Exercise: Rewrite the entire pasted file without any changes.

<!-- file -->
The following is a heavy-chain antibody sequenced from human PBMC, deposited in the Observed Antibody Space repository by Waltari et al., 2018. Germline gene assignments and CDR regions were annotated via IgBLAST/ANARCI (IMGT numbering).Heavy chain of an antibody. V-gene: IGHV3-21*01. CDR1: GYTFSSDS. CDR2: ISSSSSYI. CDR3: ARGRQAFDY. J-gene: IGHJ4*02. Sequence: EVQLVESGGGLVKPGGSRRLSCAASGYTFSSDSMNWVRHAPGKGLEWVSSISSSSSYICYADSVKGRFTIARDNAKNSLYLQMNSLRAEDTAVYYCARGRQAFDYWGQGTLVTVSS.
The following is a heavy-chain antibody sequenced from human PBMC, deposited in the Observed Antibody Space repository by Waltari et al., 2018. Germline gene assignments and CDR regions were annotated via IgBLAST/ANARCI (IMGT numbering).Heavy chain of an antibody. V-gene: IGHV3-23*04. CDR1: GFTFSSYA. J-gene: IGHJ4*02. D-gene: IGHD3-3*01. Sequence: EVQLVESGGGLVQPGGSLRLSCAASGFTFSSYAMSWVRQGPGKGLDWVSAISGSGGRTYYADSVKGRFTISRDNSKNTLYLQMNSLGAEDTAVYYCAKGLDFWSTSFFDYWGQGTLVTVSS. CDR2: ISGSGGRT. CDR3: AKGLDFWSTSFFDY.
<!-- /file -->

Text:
The following is a heavy-chain antibody sequenced from human PBMC, deposited in the Observed Antibody Space repository by Waltari et al., 2018. Germline gene assignments and CDR regions were annotated via IgBLAST/ANARCI (IMGT numbering).Heavy chain of an antibody. V-gene: IGHV3-21*01. CDR1: GYTFSSDS. CDR2: ISSSSSYI. CDR3: ARGRQAFDY. J-gene: IGHJ4*02. Sequence: EVQLVESGGGLVKPGGSRRLSCAASGYTFSSDSMNWVRHAPGKGLEWVSSISSSSSYICYADSVKGRFTIARDNAKNSLYLQMNSLRAEDTAVYYCARGRQAFDYWGQGTLVTVSS.
The following is a heavy-chain antibody sequenced from human PBMC, deposited in the Observed Antibody Space repository by Waltari et al., 2018. Germline gene assignments and CDR regions were annotated via IgBLAST/ANARCI (IMGT numbering).Heavy chain of an antibody. V-gene: IGHV3-23*04. CDR1: GFTFSSYA. J-gene: IGHJ4*02. D-gene: IGHD3-3*01. Sequence: EVQLVESGGGLVQPGGSLRLSCAASGFTFSSYAMSWVRQGPGKGLDWVSAISGSGGRTYYADSVKGRFTISRDNSKNTLYLQMNSLGAEDTAVYYCAKGLDFWSTSFFDYWGQGTLVTVSS. CDR2: ISGSGGRT. CDR3: AKGLDFWSTSFFDY.